Remember that oil analyst at Goldman Sachs who shocked the markets with estimates that oil would hit $200 a barrel, or higher?
Try $60, maybe less, and soon.
Goldman's famously bullish oil team now sees crude to $123 a barrel on average in 2009 — cutting their own, latest forecast by a huge $25.
It's not really good news.
A lot of the comedown in oil prices can be attributed to a rising dollar (good) and a decline in speculation (also good), but what's really driving down oil is the growing consensus that the global economy is cooked.
"We stand by our bullish view on oil, but just think it will now take longer to get to our previous price targets," Goldman's commodity research team told its clients on Sept. 16.
Translation: We were wrong, but not for the reason you think.
Sure, long-term demand is unavoidable. Yeah, we're probably still running out of the stuff. But the bottom line for the next few months or maybe a year or more is that the huge growth spike once considered a given is just not going to be there.
In the same report, Goldman cut its three-month forecast to $115 a barrel from $149, and its six-month target to $125 a barrel from $142.
Oil is trading in the high $80-range in the past few days after hitting $147 in July.
How low could it go? Could be $75 a barrel if a global recession gets some traction, notes Goldman analyst Jeff Currie.
Remember, though, that Goldman is by far the most bullish of oil forecasters. The latest Reuters poll puts the mean price of oil at just over $113 in 2009, on average, compared to Goldman's former stand at $148.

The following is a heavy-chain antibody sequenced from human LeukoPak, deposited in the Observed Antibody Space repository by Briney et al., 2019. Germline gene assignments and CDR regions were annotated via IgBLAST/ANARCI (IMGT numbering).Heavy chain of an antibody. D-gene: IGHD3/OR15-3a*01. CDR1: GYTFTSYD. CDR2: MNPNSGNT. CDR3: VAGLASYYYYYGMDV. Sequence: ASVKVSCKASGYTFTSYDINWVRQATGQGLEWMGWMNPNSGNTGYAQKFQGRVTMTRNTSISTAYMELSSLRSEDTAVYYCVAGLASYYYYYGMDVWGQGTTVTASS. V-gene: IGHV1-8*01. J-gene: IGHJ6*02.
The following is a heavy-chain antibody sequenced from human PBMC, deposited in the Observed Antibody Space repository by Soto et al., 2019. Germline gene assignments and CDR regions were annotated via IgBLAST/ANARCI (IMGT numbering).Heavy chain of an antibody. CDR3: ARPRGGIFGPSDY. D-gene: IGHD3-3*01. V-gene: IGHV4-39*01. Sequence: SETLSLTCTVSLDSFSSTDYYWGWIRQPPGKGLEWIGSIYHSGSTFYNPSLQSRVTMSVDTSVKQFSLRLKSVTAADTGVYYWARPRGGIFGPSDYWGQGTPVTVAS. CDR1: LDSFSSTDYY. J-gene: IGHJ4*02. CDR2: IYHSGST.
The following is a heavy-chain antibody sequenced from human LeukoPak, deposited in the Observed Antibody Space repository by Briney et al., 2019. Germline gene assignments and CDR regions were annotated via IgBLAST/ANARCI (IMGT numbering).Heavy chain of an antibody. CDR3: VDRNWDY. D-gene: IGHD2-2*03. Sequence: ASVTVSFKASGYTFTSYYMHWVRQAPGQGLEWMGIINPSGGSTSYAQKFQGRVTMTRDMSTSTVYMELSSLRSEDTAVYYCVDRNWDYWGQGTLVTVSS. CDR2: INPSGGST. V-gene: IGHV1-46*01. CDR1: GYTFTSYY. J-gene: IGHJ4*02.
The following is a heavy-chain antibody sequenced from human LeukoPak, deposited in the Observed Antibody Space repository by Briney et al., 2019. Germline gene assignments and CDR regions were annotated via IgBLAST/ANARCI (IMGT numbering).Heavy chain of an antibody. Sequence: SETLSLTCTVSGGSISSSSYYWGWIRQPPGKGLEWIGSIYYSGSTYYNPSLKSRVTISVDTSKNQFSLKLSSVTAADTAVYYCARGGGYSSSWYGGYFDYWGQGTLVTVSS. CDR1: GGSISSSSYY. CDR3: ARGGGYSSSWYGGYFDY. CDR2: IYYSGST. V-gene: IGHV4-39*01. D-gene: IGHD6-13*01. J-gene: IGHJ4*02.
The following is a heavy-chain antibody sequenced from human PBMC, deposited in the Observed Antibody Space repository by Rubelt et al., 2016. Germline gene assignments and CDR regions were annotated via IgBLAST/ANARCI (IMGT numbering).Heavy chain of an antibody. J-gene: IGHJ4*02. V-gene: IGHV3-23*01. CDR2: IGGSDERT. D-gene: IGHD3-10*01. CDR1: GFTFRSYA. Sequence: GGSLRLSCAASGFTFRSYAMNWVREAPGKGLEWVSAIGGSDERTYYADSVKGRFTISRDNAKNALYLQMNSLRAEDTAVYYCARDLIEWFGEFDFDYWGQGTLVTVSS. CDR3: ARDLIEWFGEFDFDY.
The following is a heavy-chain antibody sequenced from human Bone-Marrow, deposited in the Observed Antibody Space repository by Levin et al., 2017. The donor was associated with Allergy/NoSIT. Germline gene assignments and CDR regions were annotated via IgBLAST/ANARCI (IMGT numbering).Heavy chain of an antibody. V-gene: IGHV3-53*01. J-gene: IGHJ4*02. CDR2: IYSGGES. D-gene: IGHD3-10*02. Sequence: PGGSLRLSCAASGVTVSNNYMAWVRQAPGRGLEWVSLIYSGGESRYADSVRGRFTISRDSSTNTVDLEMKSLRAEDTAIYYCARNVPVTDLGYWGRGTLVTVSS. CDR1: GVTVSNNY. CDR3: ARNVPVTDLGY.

The Saudis realize this is coming on fast. Even as OPEC agreed to cut production to shore up the falling price, the kingdom promised U.S. leaders it would ignore that very agreement and keep the oil coming.
Why? Because the Saudis know that a full-blown global economic crisis will feed on itself, and that will really kill oil consumption just as supply ramps up.
Result: free-falling oil and a wasp's nest of unintended consequences at home, social, political, military, and economic. So the Saudis hope a "reverse oil shock" — lots of cheap oil in the short-term — will save the world economy and keep the pain at a minimum.
Another purely financial factor, according to some analysts, is that banks like Lehman Holdings are unwinding commodities positions as they enter bankruptcy.
"It's like a snowball effect," James Cordier, president of Tampa, Fla. trading firms Liberty Trading Group and OptionSellers.com, told the Associated Press.
"The unwinding of all this debt is getting oil prices to go to these levels much quicker than people thought possible."
Phil Flynn, an oil analyst with Alaron Trading, warned the LA Times that "we opened up the floodgates to the downside."
"Now that we're below $100, I think we're going to the $80s, and I think it is possible that we could go all the way to the $60s," Flynn said.
Guess what? We're in the $80s right now, and looking down from there.
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